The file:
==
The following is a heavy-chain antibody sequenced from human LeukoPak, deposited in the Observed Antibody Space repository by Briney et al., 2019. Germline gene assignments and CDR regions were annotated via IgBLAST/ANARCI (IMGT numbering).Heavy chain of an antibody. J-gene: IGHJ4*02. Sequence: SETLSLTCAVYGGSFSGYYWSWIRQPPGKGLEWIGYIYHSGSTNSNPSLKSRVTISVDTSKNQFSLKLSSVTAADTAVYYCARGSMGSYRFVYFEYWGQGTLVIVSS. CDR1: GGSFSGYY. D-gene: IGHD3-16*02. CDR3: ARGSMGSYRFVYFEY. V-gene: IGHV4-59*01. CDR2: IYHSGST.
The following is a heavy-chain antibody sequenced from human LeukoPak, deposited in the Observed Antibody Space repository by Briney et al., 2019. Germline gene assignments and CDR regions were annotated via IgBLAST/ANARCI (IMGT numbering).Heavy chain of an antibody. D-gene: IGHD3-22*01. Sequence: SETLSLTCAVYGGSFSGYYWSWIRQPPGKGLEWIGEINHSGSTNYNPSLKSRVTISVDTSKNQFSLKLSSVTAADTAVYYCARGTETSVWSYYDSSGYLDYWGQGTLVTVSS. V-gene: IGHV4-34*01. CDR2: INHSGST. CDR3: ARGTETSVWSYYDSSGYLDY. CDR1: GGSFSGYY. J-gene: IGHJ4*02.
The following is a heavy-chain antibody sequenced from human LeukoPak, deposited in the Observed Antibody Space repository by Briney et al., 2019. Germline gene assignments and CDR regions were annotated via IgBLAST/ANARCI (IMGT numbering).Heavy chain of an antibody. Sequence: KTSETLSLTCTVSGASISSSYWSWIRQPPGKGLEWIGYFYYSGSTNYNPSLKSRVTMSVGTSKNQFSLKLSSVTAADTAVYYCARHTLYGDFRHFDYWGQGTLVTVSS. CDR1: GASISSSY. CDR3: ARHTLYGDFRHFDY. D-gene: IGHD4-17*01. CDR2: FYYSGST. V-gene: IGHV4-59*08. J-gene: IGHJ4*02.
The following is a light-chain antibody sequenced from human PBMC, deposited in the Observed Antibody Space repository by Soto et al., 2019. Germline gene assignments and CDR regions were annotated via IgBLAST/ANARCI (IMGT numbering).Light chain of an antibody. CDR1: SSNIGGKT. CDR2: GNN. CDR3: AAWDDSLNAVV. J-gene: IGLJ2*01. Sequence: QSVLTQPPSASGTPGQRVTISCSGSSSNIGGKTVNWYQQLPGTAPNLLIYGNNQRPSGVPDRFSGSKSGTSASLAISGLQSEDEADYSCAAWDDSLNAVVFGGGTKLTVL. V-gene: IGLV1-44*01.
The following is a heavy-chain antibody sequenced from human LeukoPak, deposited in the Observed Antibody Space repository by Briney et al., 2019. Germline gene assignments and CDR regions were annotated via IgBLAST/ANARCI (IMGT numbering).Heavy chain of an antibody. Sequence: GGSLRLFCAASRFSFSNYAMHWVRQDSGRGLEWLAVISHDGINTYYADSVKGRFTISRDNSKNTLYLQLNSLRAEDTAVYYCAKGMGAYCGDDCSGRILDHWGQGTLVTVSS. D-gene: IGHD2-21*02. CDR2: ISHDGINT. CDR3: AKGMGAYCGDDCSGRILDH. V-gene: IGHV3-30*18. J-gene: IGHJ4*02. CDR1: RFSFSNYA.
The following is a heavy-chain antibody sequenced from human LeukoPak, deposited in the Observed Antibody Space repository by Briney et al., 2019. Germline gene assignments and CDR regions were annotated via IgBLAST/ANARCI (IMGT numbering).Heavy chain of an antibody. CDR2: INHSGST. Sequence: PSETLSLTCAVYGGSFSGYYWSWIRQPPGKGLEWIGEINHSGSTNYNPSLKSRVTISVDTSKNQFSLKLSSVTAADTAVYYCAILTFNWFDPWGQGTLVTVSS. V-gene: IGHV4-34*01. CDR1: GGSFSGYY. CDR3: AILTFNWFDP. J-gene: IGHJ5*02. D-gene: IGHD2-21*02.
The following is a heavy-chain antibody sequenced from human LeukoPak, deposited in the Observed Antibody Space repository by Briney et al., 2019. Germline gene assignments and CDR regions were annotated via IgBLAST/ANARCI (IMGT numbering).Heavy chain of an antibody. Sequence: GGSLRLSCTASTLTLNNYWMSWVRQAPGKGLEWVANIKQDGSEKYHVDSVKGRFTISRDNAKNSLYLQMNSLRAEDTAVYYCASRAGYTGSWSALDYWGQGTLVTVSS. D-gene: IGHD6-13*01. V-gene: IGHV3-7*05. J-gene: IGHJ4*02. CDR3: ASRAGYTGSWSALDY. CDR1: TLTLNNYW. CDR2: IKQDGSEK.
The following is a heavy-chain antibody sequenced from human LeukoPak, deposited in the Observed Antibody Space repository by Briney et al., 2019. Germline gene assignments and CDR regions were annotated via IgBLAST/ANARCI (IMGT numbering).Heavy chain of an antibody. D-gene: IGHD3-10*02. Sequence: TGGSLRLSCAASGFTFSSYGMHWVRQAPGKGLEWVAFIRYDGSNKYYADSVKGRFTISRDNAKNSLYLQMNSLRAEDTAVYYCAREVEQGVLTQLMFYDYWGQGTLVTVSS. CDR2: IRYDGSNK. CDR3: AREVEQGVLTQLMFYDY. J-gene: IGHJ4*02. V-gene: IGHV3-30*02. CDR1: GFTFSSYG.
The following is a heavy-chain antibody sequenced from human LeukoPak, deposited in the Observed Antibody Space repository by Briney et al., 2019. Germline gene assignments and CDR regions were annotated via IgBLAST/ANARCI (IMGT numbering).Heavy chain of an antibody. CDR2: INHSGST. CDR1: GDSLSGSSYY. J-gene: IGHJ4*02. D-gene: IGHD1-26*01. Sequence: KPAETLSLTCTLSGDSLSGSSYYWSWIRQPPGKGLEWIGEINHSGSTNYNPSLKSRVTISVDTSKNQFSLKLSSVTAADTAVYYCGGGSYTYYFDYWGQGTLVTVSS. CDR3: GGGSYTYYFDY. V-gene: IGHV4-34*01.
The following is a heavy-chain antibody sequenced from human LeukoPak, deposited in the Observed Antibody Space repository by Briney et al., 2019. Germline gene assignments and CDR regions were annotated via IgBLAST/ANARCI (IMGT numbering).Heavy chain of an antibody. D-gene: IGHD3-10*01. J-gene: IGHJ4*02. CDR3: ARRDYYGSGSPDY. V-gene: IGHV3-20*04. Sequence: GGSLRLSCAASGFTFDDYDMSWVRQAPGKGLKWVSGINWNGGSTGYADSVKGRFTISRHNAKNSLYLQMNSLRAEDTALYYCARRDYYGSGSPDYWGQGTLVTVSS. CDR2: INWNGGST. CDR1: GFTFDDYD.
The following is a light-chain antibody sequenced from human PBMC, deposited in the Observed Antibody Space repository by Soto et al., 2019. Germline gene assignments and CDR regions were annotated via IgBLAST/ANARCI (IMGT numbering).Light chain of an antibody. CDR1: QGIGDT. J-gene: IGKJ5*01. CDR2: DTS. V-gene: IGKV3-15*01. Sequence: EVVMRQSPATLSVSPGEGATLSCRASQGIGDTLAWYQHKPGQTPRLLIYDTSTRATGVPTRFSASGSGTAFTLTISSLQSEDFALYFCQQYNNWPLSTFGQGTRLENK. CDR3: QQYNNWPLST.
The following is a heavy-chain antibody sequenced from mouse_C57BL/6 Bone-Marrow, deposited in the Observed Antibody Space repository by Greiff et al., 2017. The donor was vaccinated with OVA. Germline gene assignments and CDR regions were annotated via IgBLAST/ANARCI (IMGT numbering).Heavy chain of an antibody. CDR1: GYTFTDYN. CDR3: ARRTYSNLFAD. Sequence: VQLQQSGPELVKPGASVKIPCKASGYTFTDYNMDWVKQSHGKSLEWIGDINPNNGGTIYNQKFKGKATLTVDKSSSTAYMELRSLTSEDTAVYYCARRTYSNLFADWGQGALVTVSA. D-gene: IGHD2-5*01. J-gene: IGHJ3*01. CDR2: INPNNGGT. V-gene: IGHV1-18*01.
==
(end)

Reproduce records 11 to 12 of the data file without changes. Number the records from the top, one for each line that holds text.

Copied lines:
The following is a light-chain antibody sequenced from human PBMC, deposited in the Observed Antibody Space repository by Soto et al., 2019. Germline gene assignments and CDR regions were annotated via IgBLAST/ANARCI (IMGT numbering).Light chain of an antibody. CDR1: QGIGDT. J-gene: IGKJ5*01. CDR2: DTS. V-gene: IGKV3-15*01. Sequence: EVVMRQSPATLSVSPGEGATLSCRASQGIGDTLAWYQHKPGQTPRLLIYDTSTRATGVPTRFSASGSGTAFTLTISSLQSEDFALYFCQQYNNWPLSTFGQGTRLENK. CDR3: QQYNNWPLST.
The following is a heavy-chain antibody sequenced from mouse_C57BL/6 Bone-Marrow, deposited in the Observed Antibody Space repository by Greiff et al., 2017. The donor was vaccinated with OVA. Germline gene assignments and CDR regions were annotated via IgBLAST/ANARCI (IMGT numbering).Heavy chain of an antibody. CDR1: GYTFTDYN. CDR3: ARRTYSNLFAD. Sequence: VQLQQSGPELVKPGASVKIPCKASGYTFTDYNMDWVKQSHGKSLEWIGDINPNNGGTIYNQKFKGKATLTVDKSSSTAYMELRSLTSEDTAVYYCARRTYSNLFADWGQGALVTVSA. D-gene: IGHD2-5*01. J-gene: IGHJ3*01. CDR2: INPNNGGT. V-gene: IGHV1-18*01.